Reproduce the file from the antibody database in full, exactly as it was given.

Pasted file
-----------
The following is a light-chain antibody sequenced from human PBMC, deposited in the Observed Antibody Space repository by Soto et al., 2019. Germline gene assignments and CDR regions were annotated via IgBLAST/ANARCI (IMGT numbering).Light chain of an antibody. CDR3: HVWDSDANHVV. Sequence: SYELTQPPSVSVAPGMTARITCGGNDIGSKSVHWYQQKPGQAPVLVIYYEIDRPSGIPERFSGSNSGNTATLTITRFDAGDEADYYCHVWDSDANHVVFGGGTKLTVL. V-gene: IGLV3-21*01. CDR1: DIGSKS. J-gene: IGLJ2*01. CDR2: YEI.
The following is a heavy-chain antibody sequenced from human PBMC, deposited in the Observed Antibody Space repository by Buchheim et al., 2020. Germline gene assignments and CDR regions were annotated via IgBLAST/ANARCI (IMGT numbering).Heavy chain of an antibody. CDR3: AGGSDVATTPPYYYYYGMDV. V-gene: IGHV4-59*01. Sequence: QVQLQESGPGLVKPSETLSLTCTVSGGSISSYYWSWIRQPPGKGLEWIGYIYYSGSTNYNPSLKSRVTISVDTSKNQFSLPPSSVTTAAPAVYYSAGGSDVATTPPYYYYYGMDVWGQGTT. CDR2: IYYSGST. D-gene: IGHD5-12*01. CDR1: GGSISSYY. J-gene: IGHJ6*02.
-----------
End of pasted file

The following is a light-chain antibody sequenced from human PBMC, deposited in the Observed Antibody Space repository by Soto et al., 2019. Germline gene assignments and CDR regions were annotated via IgBLAST/ANARCI (IMGT numbering).Light chain of an antibody. CDR3: HVWDSDANHVV. Sequence: SYELTQPPSVSVAPGMTARITCGGNDIGSKSVHWYQQKPGQAPVLVIYYEIDRPSGIPERFSGSNSGNTATLTITRFDAGDEADYYCHVWDSDANHVVFGGGTKLTVL. V-gene: IGLV3-21*01. CDR1: DIGSKS. J-gene: IGLJ2*01. CDR2: YEI.
The following is a heavy-chain antibody sequenced from human PBMC, deposited in the Observed Antibody Space repository by Buchheim et al., 2020. Germline gene assignments and CDR regions were annotated via IgBLAST/ANARCI (IMGT numbering).Heavy chain of an antibody. CDR3: AGGSDVATTPPYYYYYGMDV. V-gene: IGHV4-59*01. Sequence: QVQLQESGPGLVKPSETLSLTCTVSGGSISSYYWSWIRQPPGKGLEWIGYIYYSGSTNYNPSLKSRVTISVDTSKNQFSLPPSSVTTAAPAVYYSAGGSDVATTPPYYYYYGMDVWGQGTT. CDR2: IYYSGST. D-gene: IGHD5-12*01. CDR1: GGSISSYY. J-gene: IGHJ6*02.